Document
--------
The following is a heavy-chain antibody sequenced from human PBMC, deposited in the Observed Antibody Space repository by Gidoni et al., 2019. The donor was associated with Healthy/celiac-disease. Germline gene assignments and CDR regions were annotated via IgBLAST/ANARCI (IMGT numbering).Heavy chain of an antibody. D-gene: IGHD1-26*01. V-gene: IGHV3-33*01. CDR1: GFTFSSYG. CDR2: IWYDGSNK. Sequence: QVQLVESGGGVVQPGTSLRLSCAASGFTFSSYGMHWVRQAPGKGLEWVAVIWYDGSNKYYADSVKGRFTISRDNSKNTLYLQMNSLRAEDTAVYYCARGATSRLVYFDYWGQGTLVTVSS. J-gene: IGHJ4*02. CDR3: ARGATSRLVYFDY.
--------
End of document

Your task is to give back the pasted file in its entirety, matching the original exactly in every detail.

The following is a heavy-chain antibody sequenced from human PBMC, deposited in the Observed Antibody Space repository by Gidoni et al., 2019. The donor was associated with Healthy/celiac-disease. Germline gene assignments and CDR regions were annotated via IgBLAST/ANARCI (IMGT numbering).Heavy chain of an antibody. D-gene: IGHD1-26*01. V-gene: IGHV3-33*01. CDR1: GFTFSSYG. CDR2: IWYDGSNK. Sequence: QVQLVESGGGVVQPGTSLRLSCAASGFTFSSYGMHWVRQAPGKGLEWVAVIWYDGSNKYYADSVKGRFTISRDNSKNTLYLQMNSLRAEDTAVYYCARGATSRLVYFDYWGQGTLVTVSS. J-gene: IGHJ4*02. CDR3: ARGATSRLVYFDY.